COLLEGE PARK, Md. — A year ago today, C.J. Jackson was preparing to face the Silver Storm as Eastern Florida State College was about to host ASA Miami.

Today, Jackson was half the country and a world removed from there. With sophomore JaQuan Lyle away because of a family emergency, Jackson started his third game for Ohio State but his first without a safety net. The only point guard on the roster, Jackson played 34 minutes and scored 11 points — both career highs — in an 86-77 loss to No. 21 Maryland front of 17,950 fans at the Xfinity Center.

“I felt like we handled it pretty well, missing a quality player like JaQuan,” Jackson said. “We just had to do it by committee today and we showed that at times. Things happened down the stretch where we didn’t make the plays we needed to make and we didn’t come out with the win.”

Upon learning of Lyle’s situation after a win Wednesday at Value City Arena over Rutgers — with Jackson playing 28 minutes — the Buckeyes had to start figuring out what to do without Lyle against the Terrapins.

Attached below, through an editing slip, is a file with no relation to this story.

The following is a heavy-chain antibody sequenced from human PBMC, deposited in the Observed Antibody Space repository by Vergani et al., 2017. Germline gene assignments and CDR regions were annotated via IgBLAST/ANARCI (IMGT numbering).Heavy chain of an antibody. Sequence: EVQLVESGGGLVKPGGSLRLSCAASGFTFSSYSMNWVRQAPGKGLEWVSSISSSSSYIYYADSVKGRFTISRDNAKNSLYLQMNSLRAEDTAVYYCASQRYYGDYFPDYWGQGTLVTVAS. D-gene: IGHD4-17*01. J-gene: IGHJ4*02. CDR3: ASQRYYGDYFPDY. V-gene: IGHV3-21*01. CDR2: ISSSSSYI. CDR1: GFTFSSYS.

They didn’t have many chances. Coach Thad Matta said Ohio State was off Thursday and had only Friday’s practice and some time at Saturday morning’s shootaround to work on its plans.

The hope was to get Jackson breaks close to scheduled media timeouts and lean on him as much as possible, but others would have to step up as well.

Those duties primarily fell to senior Marc Loving and junior Jae’Sean Tate, who teamed up to bring the ball upcourt when Jackson was resting.

“I thought those guys did a good job,” Matta said. “There was no question we tried to get the ball out of their hands as quickly as we could and move them around on the floor. Honestly, no complaints. I felt with what we had today we did everything we could.”

Since replacing Lyle in the starting lineup Feb. 4 at Michigan as the sophomore dealt with an ankle injury, Jackson has averaged 8.7 points, 5.0 rebounds and 3.0 assists in 30.0 minutes through three games. He’s shot 6 of 19 (31.6 percent) from the field, including 3 of 9 (33.3 percent) on three-point attempts, and has averaged 3.0 turnovers.

It has not been perfect, and Jackson doesn’t provide the potential to take over a game like Lyle can, but it didn’t cost Ohio State against Maryland.

“(It was) a few plays here and there,” Jackson said. “We didn’t start the game so hot. We played probably about 30 minutes the way we should’ve played and when you’re playing a good team like Maryland, that’s a big 10 minutes.”